8 NYFF Highlights That Could Be in the Running for Oscars

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Photo Source: "The Tragedy of Macbeth": Courtesy A24

This year’s Oscar ceremony occurred less than six months ago, but it’s already time to anoint a fresh batch of frontrunners that will chase after film and guild awards in early 2022. The Venice, Telluride, and Toronto film festivals kick-started the season in September, and with the New York Film Festival ending Oct. 10, the upcoming awards derby is becoming a bit clearer.

Many film award season races still seem wide open, and there are a handful of buzzy movies that have yet to screen for press, including “House of Gucci,” “Licorice Pizza,” “West Side Story,” “Don’t Look Up,” and “Nightmare Alley.” But of the titles on the NYFF lineup, a handful are almost guaranteed to factor into the competition as the next several months unfold. Here are eight favorites that could make the roster when Oscar nominations are announced on Feb. 8, 2022.

“Dune” (Warner Bros.)
Release date: Oct. 22
This long-awaited adaptation of Frank Herbert’s futuristic space odyssey finally arrives after multiple release postponements and Warner Bros’ controversial decision to drop the movie on HBO Max the same day it hits theaters. As far as awards go, “Dune” has the pedigree to match its sweeping scale: director Denis Villeneuve following up “Arrival,” a lead performance from it-boy Timothée Chalamet, an imposing score by legendary composer Hans Zimmer, and visual effects that are sure to yield nominations in the craft categories. Whether it will be a hit at the box office when people can watch it at home is another matter that could dampen the buzz needed to push a sci-fi epic across the Oscars’ finish line—and secure its sequel.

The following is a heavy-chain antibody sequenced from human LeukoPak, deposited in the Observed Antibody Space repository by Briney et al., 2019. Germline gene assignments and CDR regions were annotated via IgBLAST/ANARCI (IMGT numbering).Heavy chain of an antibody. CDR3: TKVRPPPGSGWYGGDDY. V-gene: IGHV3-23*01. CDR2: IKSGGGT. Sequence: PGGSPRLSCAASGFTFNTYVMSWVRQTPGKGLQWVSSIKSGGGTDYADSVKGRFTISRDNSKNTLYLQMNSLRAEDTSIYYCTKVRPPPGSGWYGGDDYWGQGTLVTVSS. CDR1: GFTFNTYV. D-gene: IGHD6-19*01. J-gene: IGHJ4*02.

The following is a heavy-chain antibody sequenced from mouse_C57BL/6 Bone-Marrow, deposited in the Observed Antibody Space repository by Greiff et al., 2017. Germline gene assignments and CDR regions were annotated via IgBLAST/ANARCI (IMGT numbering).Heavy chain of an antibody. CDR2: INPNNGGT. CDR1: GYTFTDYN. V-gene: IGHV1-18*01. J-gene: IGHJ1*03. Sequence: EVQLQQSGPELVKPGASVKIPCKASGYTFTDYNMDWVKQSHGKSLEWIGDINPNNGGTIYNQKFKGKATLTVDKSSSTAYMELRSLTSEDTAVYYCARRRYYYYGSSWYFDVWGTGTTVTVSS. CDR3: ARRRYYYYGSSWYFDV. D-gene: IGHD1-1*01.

“The French Dispatch” (Searchlight Pictures)
Release date: Oct. 22
Since premiering at the Cannes Film Festival in July, Wes Anderson’s newest romp has divided critics. It’s a heady, meticulous whirlwind set at an American newspaper housed in a fictional French city. Three of Anderson’s previous nine movies have received screenplay nominations from the Oscars, so that’s probably the field in which “The French Dispatch” is likeliest to compete. But get a load of the cast: Chalamet again, Bill Murray, Frances McDormand, Owen Wilson, Tilda Swinton, Henry Winkler, Jeffrey Wright, Saorise Ronan—the list goes on and on and on. 

“Passing” (Netflix)
Release date: Oct. 27 (theatrical), Nov. 10 (streaming)
“Passing” premiered at the Sundance Film Festival in January, after which Netflix reportedly paid more than $15 million to acquire the movie. Shot in creamy black and white, this adaptation of Nella Larsen’s 1929 novella stars Tessa Thompson and Ruth Negga as mixed-race childhood friends who reunite in Harlem when they’re adults. One of them is married to a successful Black doctor, and the other has branded herself as a white woman. The tension that exists within such complex code-switching forms the spine of the film, which marks Rebecca Hall’s directorial debut. 

“The Power of the Dog” (Netflix)
Release date: Nov. 17 (theatrical), Dec. 1 (streaming)